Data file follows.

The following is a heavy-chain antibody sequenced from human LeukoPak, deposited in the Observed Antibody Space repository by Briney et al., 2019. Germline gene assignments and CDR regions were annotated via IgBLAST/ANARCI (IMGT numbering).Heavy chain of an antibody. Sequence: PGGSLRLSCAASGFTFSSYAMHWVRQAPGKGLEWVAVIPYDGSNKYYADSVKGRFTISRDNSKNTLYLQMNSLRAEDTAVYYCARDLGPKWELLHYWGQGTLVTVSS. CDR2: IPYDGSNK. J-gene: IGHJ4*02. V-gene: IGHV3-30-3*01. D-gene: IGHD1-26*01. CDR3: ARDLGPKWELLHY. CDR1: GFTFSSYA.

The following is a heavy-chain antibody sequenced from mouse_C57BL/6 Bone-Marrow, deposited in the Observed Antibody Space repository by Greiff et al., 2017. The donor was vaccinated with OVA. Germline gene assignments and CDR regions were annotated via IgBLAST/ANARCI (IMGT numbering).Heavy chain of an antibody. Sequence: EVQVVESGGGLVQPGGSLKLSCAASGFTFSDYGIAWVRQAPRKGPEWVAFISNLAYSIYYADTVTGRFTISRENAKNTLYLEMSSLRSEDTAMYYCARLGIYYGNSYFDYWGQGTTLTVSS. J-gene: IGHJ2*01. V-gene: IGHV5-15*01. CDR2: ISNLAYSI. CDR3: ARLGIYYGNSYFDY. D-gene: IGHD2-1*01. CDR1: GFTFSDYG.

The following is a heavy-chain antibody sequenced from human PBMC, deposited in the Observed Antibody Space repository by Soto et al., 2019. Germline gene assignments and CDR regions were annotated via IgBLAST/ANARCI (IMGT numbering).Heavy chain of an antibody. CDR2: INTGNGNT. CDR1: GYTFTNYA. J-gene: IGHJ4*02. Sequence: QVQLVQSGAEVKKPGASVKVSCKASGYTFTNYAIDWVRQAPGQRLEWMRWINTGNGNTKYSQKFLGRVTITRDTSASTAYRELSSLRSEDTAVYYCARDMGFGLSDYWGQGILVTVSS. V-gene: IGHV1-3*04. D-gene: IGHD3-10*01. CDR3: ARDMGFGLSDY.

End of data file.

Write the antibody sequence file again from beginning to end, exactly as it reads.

The following is a heavy-chain antibody sequenced from human LeukoPak, deposited in the Observed Antibody Space repository by Briney et al., 2019. Germline gene assignments and CDR regions were annotated via IgBLAST/ANARCI (IMGT numbering).Heavy chain of an antibody. Sequence: PGGSLRLSCAASGFTFSSYAMHWVRQAPGKGLEWVAVIPYDGSNKYYADSVKGRFTISRDNSKNTLYLQMNSLRAEDTAVYYCARDLGPKWELLHYWGQGTLVTVSS. CDR2: IPYDGSNK. J-gene: IGHJ4*02. V-gene: IGHV3-30-3*01. D-gene: IGHD1-26*01. CDR3: ARDLGPKWELLHY. CDR1: GFTFSSYA.

The following is a heavy-chain antibody sequenced from mouse_C57BL/6 Bone-Marrow, deposited in the Observed Antibody Space repository by Greiff et al., 2017. The donor was vaccinated with OVA. Germline gene assignments and CDR regions were annotated via IgBLAST/ANARCI (IMGT numbering).Heavy chain of an antibody. Sequence: EVQVVESGGGLVQPGGSLKLSCAASGFTFSDYGIAWVRQAPRKGPEWVAFISNLAYSIYYADTVTGRFTISRENAKNTLYLEMSSLRSEDTAMYYCARLGIYYGNSYFDYWGQGTTLTVSS. J-gene: IGHJ2*01. V-gene: IGHV5-15*01. CDR2: ISNLAYSI. CDR3: ARLGIYYGNSYFDY. D-gene: IGHD2-1*01. CDR1: GFTFSDYG.

The following is a heavy-chain antibody sequenced from human PBMC, deposited in the Observed Antibody Space repository by Soto et al., 2019. Germline gene assignments and CDR regions were annotated via IgBLAST/ANARCI (IMGT numbering).Heavy chain of an antibody. CDR2: INTGNGNT. CDR1: GYTFTNYA. J-gene: IGHJ4*02. Sequence: QVQLVQSGAEVKKPGASVKVSCKASGYTFTNYAIDWVRQAPGQRLEWMRWINTGNGNTKYSQKFLGRVTITRDTSASTAYRELSSLRSEDTAVYYCARDMGFGLSDYWGQGILVTVSS. V-gene: IGHV1-3*04. D-gene: IGHD3-10*01. CDR3: ARDMGFGLSDY.